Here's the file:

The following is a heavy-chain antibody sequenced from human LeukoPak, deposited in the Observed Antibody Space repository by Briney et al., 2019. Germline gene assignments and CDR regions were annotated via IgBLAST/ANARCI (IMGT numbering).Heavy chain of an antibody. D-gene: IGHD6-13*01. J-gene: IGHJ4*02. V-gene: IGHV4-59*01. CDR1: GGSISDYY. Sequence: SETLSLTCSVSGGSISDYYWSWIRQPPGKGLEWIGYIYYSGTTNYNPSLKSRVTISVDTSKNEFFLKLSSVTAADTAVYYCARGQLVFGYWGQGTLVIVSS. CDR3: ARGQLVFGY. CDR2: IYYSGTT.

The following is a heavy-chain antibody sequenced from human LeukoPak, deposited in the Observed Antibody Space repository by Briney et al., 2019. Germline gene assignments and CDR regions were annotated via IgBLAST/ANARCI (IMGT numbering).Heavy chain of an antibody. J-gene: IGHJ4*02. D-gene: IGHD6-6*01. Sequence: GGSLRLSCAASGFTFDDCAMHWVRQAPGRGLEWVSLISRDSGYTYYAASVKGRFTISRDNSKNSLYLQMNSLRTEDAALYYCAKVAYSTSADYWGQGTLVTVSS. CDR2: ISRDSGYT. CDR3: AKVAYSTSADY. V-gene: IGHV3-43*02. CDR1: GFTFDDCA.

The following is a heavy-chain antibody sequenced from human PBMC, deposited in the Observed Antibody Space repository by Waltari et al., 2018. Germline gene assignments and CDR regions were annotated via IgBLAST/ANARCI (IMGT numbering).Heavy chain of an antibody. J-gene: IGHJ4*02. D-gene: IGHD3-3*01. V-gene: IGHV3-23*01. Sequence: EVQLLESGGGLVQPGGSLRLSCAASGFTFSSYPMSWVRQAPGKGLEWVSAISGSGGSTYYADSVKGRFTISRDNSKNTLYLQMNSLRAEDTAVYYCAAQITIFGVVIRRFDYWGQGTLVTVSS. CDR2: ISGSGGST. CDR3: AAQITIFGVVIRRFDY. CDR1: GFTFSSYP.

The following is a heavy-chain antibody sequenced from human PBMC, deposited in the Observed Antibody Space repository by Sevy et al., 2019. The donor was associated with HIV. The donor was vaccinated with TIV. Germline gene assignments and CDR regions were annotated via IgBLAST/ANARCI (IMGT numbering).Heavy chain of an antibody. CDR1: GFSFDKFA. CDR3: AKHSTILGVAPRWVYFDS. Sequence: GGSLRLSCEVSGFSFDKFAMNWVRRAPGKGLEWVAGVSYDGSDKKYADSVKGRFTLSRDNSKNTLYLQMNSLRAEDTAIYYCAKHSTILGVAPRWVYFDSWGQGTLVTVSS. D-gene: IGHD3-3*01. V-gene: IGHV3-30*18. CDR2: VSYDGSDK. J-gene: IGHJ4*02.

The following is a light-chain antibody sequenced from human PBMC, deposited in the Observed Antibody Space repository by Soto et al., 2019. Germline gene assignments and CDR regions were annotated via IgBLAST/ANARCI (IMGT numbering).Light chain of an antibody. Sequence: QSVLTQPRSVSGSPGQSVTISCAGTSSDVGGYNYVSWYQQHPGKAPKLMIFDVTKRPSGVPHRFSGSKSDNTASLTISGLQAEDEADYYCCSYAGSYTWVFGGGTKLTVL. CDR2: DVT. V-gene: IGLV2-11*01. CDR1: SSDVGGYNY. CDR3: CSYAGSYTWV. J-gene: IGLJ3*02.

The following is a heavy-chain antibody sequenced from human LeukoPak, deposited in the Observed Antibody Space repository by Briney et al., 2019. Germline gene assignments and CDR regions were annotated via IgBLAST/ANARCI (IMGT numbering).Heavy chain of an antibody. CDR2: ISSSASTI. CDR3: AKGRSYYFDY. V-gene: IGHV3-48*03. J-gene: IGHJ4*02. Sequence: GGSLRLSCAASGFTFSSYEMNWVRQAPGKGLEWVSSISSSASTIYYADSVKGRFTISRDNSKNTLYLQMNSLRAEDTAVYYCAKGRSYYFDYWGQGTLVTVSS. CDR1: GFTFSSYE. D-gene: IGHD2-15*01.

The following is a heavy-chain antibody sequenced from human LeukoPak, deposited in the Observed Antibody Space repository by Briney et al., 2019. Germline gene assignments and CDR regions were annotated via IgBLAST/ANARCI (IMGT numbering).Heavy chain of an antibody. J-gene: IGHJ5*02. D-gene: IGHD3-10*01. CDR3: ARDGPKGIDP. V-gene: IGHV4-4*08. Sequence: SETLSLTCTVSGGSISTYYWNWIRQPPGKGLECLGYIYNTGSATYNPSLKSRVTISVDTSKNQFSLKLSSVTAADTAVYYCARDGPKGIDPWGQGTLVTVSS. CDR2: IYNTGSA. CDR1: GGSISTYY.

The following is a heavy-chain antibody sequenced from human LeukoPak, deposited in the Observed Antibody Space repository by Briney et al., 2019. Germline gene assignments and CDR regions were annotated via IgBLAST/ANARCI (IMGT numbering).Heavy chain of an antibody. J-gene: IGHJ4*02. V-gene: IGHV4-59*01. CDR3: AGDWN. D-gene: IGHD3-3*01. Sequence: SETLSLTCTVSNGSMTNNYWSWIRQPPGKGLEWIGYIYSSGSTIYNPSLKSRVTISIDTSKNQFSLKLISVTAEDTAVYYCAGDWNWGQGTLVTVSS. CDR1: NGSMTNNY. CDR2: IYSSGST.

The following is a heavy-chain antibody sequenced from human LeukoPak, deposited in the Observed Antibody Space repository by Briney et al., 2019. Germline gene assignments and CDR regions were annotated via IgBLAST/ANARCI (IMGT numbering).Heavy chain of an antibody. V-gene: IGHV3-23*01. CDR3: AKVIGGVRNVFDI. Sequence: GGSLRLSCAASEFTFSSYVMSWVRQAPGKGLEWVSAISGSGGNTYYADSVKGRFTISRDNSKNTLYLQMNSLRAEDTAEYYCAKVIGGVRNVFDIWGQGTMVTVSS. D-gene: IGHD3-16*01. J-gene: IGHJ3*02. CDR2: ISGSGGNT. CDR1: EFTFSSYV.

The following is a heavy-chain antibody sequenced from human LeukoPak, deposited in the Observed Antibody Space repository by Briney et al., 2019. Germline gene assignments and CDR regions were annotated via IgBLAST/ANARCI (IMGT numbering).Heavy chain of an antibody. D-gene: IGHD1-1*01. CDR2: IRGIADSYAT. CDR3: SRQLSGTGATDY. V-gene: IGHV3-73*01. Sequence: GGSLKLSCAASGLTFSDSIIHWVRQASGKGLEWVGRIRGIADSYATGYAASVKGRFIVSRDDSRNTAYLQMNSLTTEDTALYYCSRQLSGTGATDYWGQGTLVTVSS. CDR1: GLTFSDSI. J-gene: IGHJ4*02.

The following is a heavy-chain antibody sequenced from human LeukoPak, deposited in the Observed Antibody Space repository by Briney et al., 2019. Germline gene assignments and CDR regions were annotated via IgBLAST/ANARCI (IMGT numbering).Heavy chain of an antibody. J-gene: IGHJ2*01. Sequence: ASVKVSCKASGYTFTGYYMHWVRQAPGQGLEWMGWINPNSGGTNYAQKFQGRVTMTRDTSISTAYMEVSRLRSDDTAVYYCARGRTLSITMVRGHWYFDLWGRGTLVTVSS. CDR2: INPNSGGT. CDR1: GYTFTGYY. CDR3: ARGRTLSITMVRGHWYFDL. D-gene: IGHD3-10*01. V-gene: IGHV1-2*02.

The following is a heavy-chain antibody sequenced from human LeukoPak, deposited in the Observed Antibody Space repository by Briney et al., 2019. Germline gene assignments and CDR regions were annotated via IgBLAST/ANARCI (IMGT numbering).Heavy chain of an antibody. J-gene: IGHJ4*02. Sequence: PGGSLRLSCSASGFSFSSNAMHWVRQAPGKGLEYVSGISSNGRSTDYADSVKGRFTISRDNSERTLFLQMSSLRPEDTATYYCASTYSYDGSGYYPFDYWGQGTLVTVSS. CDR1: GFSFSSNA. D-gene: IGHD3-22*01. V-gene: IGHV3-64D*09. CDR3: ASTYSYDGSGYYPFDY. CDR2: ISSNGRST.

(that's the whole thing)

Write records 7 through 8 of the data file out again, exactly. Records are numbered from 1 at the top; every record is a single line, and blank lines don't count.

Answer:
The following is a heavy-chain antibody sequenced from human LeukoPak, deposited in the Observed Antibody Space repository by Briney et al., 2019. Germline gene assignments and CDR regions were annotated via IgBLAST/ANARCI (IMGT numbering).Heavy chain of an antibody. J-gene: IGHJ5*02. D-gene: IGHD3-10*01. CDR3: ARDGPKGIDP. V-gene: IGHV4-4*08. Sequence: SETLSLTCTVSGGSISTYYWNWIRQPPGKGLECLGYIYNTGSATYNPSLKSRVTISVDTSKNQFSLKLSSVTAADTAVYYCARDGPKGIDPWGQGTLVTVSS. CDR2: IYNTGSA. CDR1: GGSISTYY.

The following is a heavy-chain antibody sequenced from human LeukoPak, deposited in the Observed Antibody Space repository by Briney et al., 2019. Germline gene assignments and CDR regions were annotated via IgBLAST/ANARCI (IMGT numbering).Heavy chain of an antibody. J-gene: IGHJ4*02. V-gene: IGHV4-59*01. CDR3: AGDWN. D-gene: IGHD3-3*01. Sequence: SETLSLTCTVSNGSMTNNYWSWIRQPPGKGLEWIGYIYSSGSTIYNPSLKSRVTISIDTSKNQFSLKLISVTAEDTAVYYCAGDWNWGQGTLVTVSS. CDR1: NGSMTNNY. CDR2: IYSSGST.